Tonight Floyd’s work will be teamed with beats by popular Atlanta DJ crew Watch The Duck, their big single “Poppin’ Off” an unofficial theme for KingPop’s big coming out party. I find that KingPop excels most when he inhales urban or jazzy moods, hip-hop beats or big city grooves. Like many before him working in a pop medium, he paints for the masses. Every icon of music you’d expect or hope to see in a pop piece is colorized and displayed here, amidst majestic architectural paintings.

My second favorite piece displayed features a MARTA train veritably Soul Training through a skyline looking as if touched by van Gogh. Nice to see some of Mr. Floyd’s pop predecessors represented: a painting of Keith Haring, of Andy Warhol, several of the striking Jean-Michel Basquiat.

I first met KingPop at an artists’ market on my anniversary trip to Serenbe and was immediately drawn to his magnetic personality and charm. Soon after, he was one of a dozen artists in my ART BOX pARTy group show at dooGallery. And of course my favorite work hung here is the poetry book cover I commissioned him to paint, ATL’s finest rocket ship buildings blasting off and burning under a blazing Deep South sunshine…

Nepotism. Fairness. Is he this good or is my judgment gone, clouded by closeness? I exit the side door to clear my head and briefly peruse an attached new hair studio with the stylist-proprietors, their fun space reminding me of Warhol’s Factory in its shininess. I decide to have a beer across the street, to enter into another realm in a funky restaurant space.

Back in the boutique cum-gallery briefly after, I decide to leave while still asking myself what it is I’ve seen. How can I fairly tackle KingPop’s talent?

My judgment finally un-clouds in front of the loud college football sounds of my TV, and I send as critic my trusted sister Anna and her nice new beau to Castleberry in my stead. Her first night ever at the sprawl of FLUX is an overwhelming every venue visit, and I’m suddenly feeling a bit nervous to hear her reaction, late night, as I reach her by phone.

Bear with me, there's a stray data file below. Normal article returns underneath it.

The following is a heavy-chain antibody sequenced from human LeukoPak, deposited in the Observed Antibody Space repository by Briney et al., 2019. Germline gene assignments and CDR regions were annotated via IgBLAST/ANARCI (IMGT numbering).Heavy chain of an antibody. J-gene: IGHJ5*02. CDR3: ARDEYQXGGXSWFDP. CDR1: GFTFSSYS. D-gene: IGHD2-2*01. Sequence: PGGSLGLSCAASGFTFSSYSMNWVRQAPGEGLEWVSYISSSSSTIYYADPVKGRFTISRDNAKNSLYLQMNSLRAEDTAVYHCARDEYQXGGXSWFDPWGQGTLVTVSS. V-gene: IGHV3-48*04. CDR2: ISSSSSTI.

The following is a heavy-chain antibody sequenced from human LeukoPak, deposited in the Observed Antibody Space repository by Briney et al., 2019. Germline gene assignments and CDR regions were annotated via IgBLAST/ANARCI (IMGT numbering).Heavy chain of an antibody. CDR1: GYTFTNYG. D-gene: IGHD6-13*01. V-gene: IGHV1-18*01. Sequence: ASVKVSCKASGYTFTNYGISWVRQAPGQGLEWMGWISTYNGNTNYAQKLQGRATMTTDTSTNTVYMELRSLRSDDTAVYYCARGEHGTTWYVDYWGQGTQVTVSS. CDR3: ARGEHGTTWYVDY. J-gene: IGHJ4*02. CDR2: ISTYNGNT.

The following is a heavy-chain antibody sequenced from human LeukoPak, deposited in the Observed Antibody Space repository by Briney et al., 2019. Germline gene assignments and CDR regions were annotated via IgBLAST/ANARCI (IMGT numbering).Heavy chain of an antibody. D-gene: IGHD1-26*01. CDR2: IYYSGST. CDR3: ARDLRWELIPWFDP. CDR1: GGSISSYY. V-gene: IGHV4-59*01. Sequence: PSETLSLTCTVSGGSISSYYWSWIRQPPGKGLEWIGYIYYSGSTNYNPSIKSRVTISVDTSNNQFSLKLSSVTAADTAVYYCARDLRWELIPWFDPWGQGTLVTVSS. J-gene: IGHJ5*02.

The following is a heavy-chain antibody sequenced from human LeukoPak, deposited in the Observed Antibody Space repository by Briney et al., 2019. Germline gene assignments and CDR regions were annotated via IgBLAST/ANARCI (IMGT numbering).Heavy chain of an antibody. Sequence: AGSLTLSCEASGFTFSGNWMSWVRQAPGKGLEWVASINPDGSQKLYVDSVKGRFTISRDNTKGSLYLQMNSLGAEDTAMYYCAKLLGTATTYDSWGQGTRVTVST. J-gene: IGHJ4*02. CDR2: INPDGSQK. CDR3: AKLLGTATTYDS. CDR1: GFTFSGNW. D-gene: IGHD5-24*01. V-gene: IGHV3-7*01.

She confirms, “KingPop was one of the more standout artists of the entire show: phenomenal graphic work.” We’d both label him an artist to watch.

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#KeithHaringTaughtMe Street Art is the New Fine Art

It’s been more than 30 years since then unknown artist Keith Haring traded his humble beginnings in a small town for the big city dreams of a city like New York and entered school at The School of Visual Arts. That was 1978. It’s 2012, and Street Art is a now global phenomenon. The new generation of artists taking a cue from Haring and others of that movement take to the street innately when it comes time to get their work to the masses. I find it fitting, The Brooklyn Museum choose to showcase some of Keith’s earlier work at a time when Street Art is the new Fine Art. Last week, Keith Haring: 1978-1982, a traveling exhibition first shown in Kunsthalle Wien in Vienna and The Contemporary Arts Center in Cincinnati opened to the masses and once again, the public who Keith devoted years to, have a chance to view his work once more.

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Art and Aesthetic Aces: Ahol Sniffs Glue Puts in Work “Full Time”

One of Miami’s most lovable street artists is set to open his latest solo exhibition Ahol: Full-Time Feb 17 at Mercenary Square in Little Havana. His first exhibition in two years, Full Time finds the artist saluting the working class by visually and sonically documenting the decay of society. Tuning inward, he focuses on fruitless jobs he’s worked while juggling being an artist. This is Economic states and shapes. This is the American Dream of epic proportions. We sat down with the artist, to talk more about his show, the art scene in Miami and his take on the low brow art vs high brow art debate.

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Olek’s Story of Life, Love, Trust and Lust in Modern Times

Olek‘s first solo exhibition in the UK, opens this Thursday, January 26 at Tony’s Gallery in London. Entitled I do not expect to be a mother, but I do expect to die alone, the show runs through March 23, and features a bevy of her signature crocheted mixed media sculptural environments which according to the artist, “tell a story that’s a reflection of life, love trust and lust in our trying modern times.”